I am in Strasbourg this week taking part in the UK delegation to the Council of Europe. Although this means I wasn't able to take part in this morning's important Westminster Hall debate on Unaccompanied Children in Parliament. Instead, I've just made the following speech to the Parliamentary Assembly of the Council of Europe, you can read the full text below.
Liam Byrne MP
Speech to the Parliamentary Assembly of the Council of Europe.
"Time to live up to our promises to children fleeing war"
Madame president
It was only seven months ago that the shocking pictures of baby Aylan Kurdi, lying dead on a Turkish beach, shocked the world, and shamed us into finally taking real action to help our neighbours fleeing Syria.
Yet, since Aylan's tragedy, the pressure has only grown.
Unfolding before our eyes is now the greatest exodus since World War 2.
5 million have fled the Syrian war.
850,000 crossed the Aegean from Turkey last year on a desperate odyssey fleeing fear.
Today, 100,000 refugees are trapped in Greece.
120,000 refugees arrived in Europe in the first two months this year.
The challenge is spiraling - yet our systems are collapsing.
There are some signs of hope. The concerted action from Europe and Turkey to finance better solution could be promising - but it only looks promising on paper. The real world looks very different.
So let's be honest. Bad bureaucracy is now being used as an excuse for a retreat from rights across the continent.
In particular, the rights of 'others'.
In particular the rights of our neighbours.
In particular the rights of children - the children who now make up one third of all refugees.
The number of child refugees arriving in Britan has rocketed by 57%.
The blunt fact that there are 10,000 unaccompanied children lost somewhere in the continent of Europe should shock us and shame us every bit as much as the terrible pictures of Aylan Kurdi, lying lifeless on a Turkish beach.
And yet look at what's happening in practice.
I've heard first hand from my constituents, how in the camps of Calais there are unaccompanied children, with parents in Britain, where the French authorities have made requests for unity, but where the British have failed to put the families back together.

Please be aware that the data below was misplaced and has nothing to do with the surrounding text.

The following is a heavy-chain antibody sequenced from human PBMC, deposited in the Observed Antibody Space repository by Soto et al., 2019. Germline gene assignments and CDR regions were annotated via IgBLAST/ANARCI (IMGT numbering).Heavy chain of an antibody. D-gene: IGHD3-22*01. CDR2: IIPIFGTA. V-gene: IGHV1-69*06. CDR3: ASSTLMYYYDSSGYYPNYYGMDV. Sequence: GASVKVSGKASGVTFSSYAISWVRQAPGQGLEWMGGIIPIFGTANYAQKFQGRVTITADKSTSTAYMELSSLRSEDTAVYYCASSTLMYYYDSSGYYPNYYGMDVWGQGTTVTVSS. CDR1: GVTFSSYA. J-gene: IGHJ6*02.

We know that governments - like the British government - are often granting temporary leave to remain when a permanent grant of leave would be in the best interests of the child.
We know that legal aid to fight for the right to reunite your family is denied to many, lost and trapped in the system.
And we know, that destitution is now all too common for children who fled war zones to seek refuge on our shores and all too often the issues of guardianship are left unresolved.
These are the ways we make sure that rights are not real.
Now our citizens and lawmakers are showing the way.
Cities, like my home city of Birmingham are offering themselves as cities of sanctuary.
In the House of Lords, Lord Dubbs, has forced the government to offer more help to children in need.
I believe our citizens want to do the right thing. That's why I think we have to say to European governments: "the retreat from rights must stop - we don't want to be a place of empty promises. We believe that action speaks louder than words."
The reality is that if rights are to be real, then principles must be policed.
So it is vital that the commissioner on human rights monitors the promises made by European government to help our neighbours - and tells us loudly and clearly when governments are falling short.
Friends, a strong Europe is built on strong families - and yet we seem to be making it as hard as possible for refugees to unite their families. Friends, I think it's time to do better. It's time to live up to our principles.